Great story! Brings back fond memories of my first car! It was early 1968 when my Mom’s 1951 Plymouth Cambridge fell victim to a particularly cold winter snap, which cracked the block of the flathead six. Dad bought a 1964 Chevy Biscayne and Mom was promoted to Dad’s ’61 Vauxhall Cresta. We had several acres and “Old Betsy” as the Plymouth was known, was pushed out of the way and given to me. Mom taught me the shift pattern of the 3-in the tree tranny and I was off. The car became my second home, I was 6 years old and in Love! That summer a scrap dealer stopped by and offered Dad $5.00 for the car. I convinced Dad not to take it, even when the Guy offered to remove the overturned early fifties Ford Consul for free.
    A year later the property was sold and I had to say goodbye to Betsy. I pined for her for many years afterward, and never knew what became of her. Several times, I have almost bought identical cars just because…

  • avatar

    Figure out a way to get it hauled to all the Midwest Lemons races and make every penalty fix my 1947 GMC Tow Truck Penalty until you can finally drive it out there hook up a broken down Lemon and then charge them an exorbitant fee to get their busted piece of junk back, unless its a purple Cutlass Ciera, for them you should do it for free and help them on their way.

  • avatar

    A friend of my father had a 1919 Cadillac flatbed – converted from a hearse. It ended up in Pop’s equipment yard, and I “drove” it quite a bit when I was in elementary school. Quite a few of my own automotive projects occupied the same space over the years, plus a couple of the neighbor kids’. Quite a few years later I came into a 1963 New Yorker wagon whose previous owner had changed the color from white on maroon to gold and black inside and out, including yellow shag carpets throughout. One day when Pop and Mom were eating with us, Pop said that he surely thought that was a fine-looking wagon. He was in his early 70’s then. I thought about the three or four other old Mopars around the house, and said “If you want it, I’ll give it to you.” He accepted my offer and I drove it up to his place a couple of days later. He never did much with it, but he got some fun out of it without putting too much money in it.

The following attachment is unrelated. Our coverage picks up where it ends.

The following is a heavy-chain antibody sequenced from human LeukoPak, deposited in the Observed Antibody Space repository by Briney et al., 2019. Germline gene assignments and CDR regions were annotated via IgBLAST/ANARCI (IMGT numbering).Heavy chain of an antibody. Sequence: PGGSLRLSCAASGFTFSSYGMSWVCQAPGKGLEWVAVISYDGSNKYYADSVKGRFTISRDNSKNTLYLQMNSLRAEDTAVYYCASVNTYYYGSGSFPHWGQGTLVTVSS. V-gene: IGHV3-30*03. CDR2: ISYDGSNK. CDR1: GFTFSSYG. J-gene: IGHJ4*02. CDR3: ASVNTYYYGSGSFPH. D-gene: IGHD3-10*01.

• avatar
    Educator(of teachers)Dan

    List it on Auto Trader Classic.  Status – “Project.”  ;)

  • avatar

    Wow! There’s nothing like old car stories. I’d love to find out what happened to my old ’64 Chevy SS pictured above. Sold it to a fellow air force sergeant for his daughter in July, 1973, near Marysville/Yuba City, California. Wish I’d kept it, but that’s life.

    The closest I can come to your old tow truck is: I own a 1947 Chevy truck shop manual! I have never used it.

  • avatar

    “I Bought My First Tow Truck At The Age Of Five”… well, the Murilee Martin headlines sure stand out in the TTAC RSS feed. Good story. Best of luck on your new assignment.

  • avatar

    You crazed old coot…. at the least recuperate the conveyance until it motorvates down the boulevard and have a mighty fine addition to your local July 4th parade and other public assemblages where the citizenry throngs the sidewalks to view the passing parade (Vet’s Day, etc.).
    Cool tale, bro. as the kids proclaim at some of the message boards scattered willy-nilly across the Webosphere.

  • avatar

    Zach Galifiniakis is HILARIOUS!
    So awesome that you guys at TTAC know him!
    Neat story, but I thought for sure there would be at least 2 ferns involved.
    Keep on truckin’, Zach!

  • avatar

    Had a 53 chevy pickup that my uncle helped me get on the road. I liked the starter button on the floor by the gas pedal. As I recall there were only two vacuum lines on her. One for the advance for the distributor, and the other for the windshield wipers.

  • avatar

    wheels can bring out the damnedest things in a person

  • avatar

    Okay, I get it now.  Rather than being the pleasant-looking, albeit somewhat fleshy, gal with dirt under her fingernails that I imagined, Murilee Martin is the John Gierach of the autoblogosphere.  The parallels are striking.

  • avatar

    Great story. Glad to have you here.


  • avatar

    I don’t know if this counts but my grandfather gave me a Rockola jukebox full of 60s records when I was 12. Everything worked and the chrome was clean… Mom said no, we don’t have space for something like that (we did). He sold it for a coupel hundred bucks. I’ve been miffed by that ever since… GRIN!